Folkets Dagbladthe mouthpiece of the ruling Chinese Communist Party, has launched an NFT research project to “guide the orderly development of digital art” as the country’s NFT industry remains cautious amid mixed regulatory signals.
A new academy, called the People’s Lingjing Research Institute, has been set up as a joint venture between the newspaper’s corporate unit and Sinofaith, a Shanghai-based intellectual property rights company.
The academy will study legal issues, technical standards and regulatory models for “the process of digitizing works of art”. Folkets Dagblad said Sunday.
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Lingjing, or spiritual terrain, is the Chinese translation of “virtual reality” attributed to Qian Xuesen, known as the father of China’s space and missile programs.
Folkets Dagblad launched Lingjing in January as a vehicle to promote its own digital collectibles, a term used to describe NFTs in China as the latter remain in a regulatory gray area. While global mainstream NFTs trade on public cryptocurrency blockchains, China’s digital collectibles are mostly based on centrally controlled blockchains and sold in yuan.
Through China’s digital publishing system and censorship mechanisms, the academy’s research laboratory will explore the “content regulation model” for issuing digital works of art, and guide the market’s “orderly development”, according to Folkets Dagblad. It will also explore issuing digital collectibles overseas to promote Chinese culture.
China’s major digital collectibles have taken a cautious approach due to Beijing’s blanket ban on cryptocurrencies and repeated warnings from authorities about the speculative risks of NFTs.
Last month, industry players published a “self-discipline initiative” pledging to “firmly resist” speculation while promising identity checks for users and a ban on cryptocurrencies.
The signatories of the initiative included the country’s largest internet companies such as Tencent Holdings, Baidu, JD.com and Ant Group, the fintech affiliate of Alibaba Group Holding, owner of South China Morning Post. To avoid potential scrutiny, large companies also do not allow secondary trading on their platforms.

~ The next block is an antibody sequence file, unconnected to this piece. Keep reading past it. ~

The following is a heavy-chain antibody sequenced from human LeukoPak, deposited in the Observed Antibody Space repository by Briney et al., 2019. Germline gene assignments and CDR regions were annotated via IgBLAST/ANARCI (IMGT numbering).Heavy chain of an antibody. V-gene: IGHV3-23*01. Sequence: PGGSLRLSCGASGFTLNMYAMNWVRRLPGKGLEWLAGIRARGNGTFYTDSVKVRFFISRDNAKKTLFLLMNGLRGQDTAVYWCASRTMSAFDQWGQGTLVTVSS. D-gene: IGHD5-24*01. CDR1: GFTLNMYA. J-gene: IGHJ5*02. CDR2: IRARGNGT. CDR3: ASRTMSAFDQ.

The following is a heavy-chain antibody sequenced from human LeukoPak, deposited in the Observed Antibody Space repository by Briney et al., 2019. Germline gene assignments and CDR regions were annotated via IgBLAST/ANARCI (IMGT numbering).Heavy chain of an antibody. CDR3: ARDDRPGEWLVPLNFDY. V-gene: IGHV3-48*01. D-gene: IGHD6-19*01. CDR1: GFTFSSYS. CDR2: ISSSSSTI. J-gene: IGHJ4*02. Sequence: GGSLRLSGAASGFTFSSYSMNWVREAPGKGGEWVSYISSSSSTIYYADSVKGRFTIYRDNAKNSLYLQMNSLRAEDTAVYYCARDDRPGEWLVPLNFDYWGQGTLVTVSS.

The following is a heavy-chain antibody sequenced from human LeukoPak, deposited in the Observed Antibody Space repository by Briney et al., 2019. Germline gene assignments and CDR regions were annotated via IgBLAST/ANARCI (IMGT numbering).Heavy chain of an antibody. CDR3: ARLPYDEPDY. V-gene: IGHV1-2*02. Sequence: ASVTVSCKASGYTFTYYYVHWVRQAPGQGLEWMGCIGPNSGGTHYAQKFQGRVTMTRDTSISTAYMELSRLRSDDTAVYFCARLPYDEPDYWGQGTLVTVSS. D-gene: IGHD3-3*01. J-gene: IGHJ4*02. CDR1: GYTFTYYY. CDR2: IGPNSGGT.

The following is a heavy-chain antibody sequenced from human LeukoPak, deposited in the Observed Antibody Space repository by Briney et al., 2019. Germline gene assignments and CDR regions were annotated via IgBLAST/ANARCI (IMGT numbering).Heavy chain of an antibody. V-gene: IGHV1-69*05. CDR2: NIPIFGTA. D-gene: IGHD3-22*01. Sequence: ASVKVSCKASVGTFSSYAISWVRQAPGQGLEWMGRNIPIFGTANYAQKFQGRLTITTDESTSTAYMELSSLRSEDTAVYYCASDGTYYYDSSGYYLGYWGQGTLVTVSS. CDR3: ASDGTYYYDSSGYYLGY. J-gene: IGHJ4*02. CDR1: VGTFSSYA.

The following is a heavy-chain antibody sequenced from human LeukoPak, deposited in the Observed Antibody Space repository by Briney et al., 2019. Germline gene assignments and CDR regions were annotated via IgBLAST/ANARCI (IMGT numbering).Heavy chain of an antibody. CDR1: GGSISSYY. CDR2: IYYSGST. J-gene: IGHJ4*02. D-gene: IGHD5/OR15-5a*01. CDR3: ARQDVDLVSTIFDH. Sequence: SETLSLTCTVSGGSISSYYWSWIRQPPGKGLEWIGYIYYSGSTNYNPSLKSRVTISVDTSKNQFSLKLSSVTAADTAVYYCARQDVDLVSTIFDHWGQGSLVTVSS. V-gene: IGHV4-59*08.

While underground trading outside of major platforms remains active among digital collectibles enthusiasts, some companies are already finding their NFT operations difficult to sustain due to waning interest and regulatory uncertainty. Tencent plans to shut down its NFT unit Huanhe, local media reported last month.
Nevertheless, the authorities are pushing their own agendas in space. Internet watchdog Cyberspace Administration of China now regularly publishes the names of approved blockchain companies, and of the 348 listed last week, nearly 100 were involved in digital collectibles.
China’s Blockchain-based Services Network (BSN), a state-backed initiative aimed at driving the commercial use of blockchain technology, also operates blockchain infrastructure services without the involvement of cryptocurrencies, including one that allows companies to create and manage their digital collectibles.
In a message that surprised many in the industry, the Shanghai government last month explicitly backed NFTs, saying it would support “leading companies to explore the construction of NFT trading platforms.” It also promised support for Web3, a loosely defined vision of a decentralized internet built around blockchain and often involving cryptocurrencies and NFTs.
But many were skeptical that Shanghai’s political support would produce the sweeping changes that Web3 entrepreneurs need, as Chinese regulators’ vision for the industry differs from those in the Web3 community.
This article originally appeared in the South China Morning Post (SCMP), the most authoritative voice reporting on China and Asia for more than a century. For more SCMP stories, please explore the SCMP app or visit SCMP’s Facebook and Twitter sides. Copyright © 2022 South China Morning Post Publishers Ltd. All rights reserved.
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